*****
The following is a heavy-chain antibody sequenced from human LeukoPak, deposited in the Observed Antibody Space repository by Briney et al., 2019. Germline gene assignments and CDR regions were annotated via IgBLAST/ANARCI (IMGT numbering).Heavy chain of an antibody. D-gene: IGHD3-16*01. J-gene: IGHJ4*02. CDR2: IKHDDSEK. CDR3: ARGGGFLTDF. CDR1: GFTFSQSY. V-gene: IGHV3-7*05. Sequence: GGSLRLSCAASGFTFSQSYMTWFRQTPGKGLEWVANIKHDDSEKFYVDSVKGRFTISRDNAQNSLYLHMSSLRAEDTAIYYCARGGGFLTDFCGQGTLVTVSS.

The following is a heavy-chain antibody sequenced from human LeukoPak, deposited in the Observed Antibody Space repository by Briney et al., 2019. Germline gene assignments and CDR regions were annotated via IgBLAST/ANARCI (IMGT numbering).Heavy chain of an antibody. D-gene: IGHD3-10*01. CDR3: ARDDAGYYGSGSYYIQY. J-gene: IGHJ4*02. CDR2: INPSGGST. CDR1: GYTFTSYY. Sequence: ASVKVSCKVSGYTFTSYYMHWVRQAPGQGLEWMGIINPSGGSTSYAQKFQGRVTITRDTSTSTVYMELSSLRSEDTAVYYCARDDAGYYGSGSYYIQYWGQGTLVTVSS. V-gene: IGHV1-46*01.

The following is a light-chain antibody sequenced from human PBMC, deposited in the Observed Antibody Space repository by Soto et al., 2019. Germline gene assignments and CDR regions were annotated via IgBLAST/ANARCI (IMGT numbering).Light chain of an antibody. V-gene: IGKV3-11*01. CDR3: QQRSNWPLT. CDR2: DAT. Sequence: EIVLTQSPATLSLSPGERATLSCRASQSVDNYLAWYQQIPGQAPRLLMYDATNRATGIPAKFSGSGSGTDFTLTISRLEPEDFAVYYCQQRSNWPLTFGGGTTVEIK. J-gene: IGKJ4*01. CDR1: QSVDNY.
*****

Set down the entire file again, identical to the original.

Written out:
The following is a heavy-chain antibody sequenced from human LeukoPak, deposited in the Observed Antibody Space repository by Briney et al., 2019. Germline gene assignments and CDR regions were annotated via IgBLAST/ANARCI (IMGT numbering).Heavy chain of an antibody. D-gene: IGHD3-16*01. J-gene: IGHJ4*02. CDR2: IKHDDSEK. CDR3: ARGGGFLTDF. CDR1: GFTFSQSY. V-gene: IGHV3-7*05. Sequence: GGSLRLSCAASGFTFSQSYMTWFRQTPGKGLEWVANIKHDDSEKFYVDSVKGRFTISRDNAQNSLYLHMSSLRAEDTAIYYCARGGGFLTDFCGQGTLVTVSS.

The following is a heavy-chain antibody sequenced from human LeukoPak, deposited in the Observed Antibody Space repository by Briney et al., 2019. Germline gene assignments and CDR regions were annotated via IgBLAST/ANARCI (IMGT numbering).Heavy chain of an antibody. D-gene: IGHD3-10*01. CDR3: ARDDAGYYGSGSYYIQY. J-gene: IGHJ4*02. CDR2: INPSGGST. CDR1: GYTFTSYY. Sequence: ASVKVSCKVSGYTFTSYYMHWVRQAPGQGLEWMGIINPSGGSTSYAQKFQGRVTITRDTSTSTVYMELSSLRSEDTAVYYCARDDAGYYGSGSYYIQYWGQGTLVTVSS. V-gene: IGHV1-46*01.

The following is a light-chain antibody sequenced from human PBMC, deposited in the Observed Antibody Space repository by Soto et al., 2019. Germline gene assignments and CDR regions were annotated via IgBLAST/ANARCI (IMGT numbering).Light chain of an antibody. V-gene: IGKV3-11*01. CDR3: QQRSNWPLT. CDR2: DAT. Sequence: EIVLTQSPATLSLSPGERATLSCRASQSVDNYLAWYQQIPGQAPRLLMYDATNRATGIPAKFSGSGSGTDFTLTISRLEPEDFAVYYCQQRSNWPLTFGGGTTVEIK. J-gene: IGKJ4*01. CDR1: QSVDNY.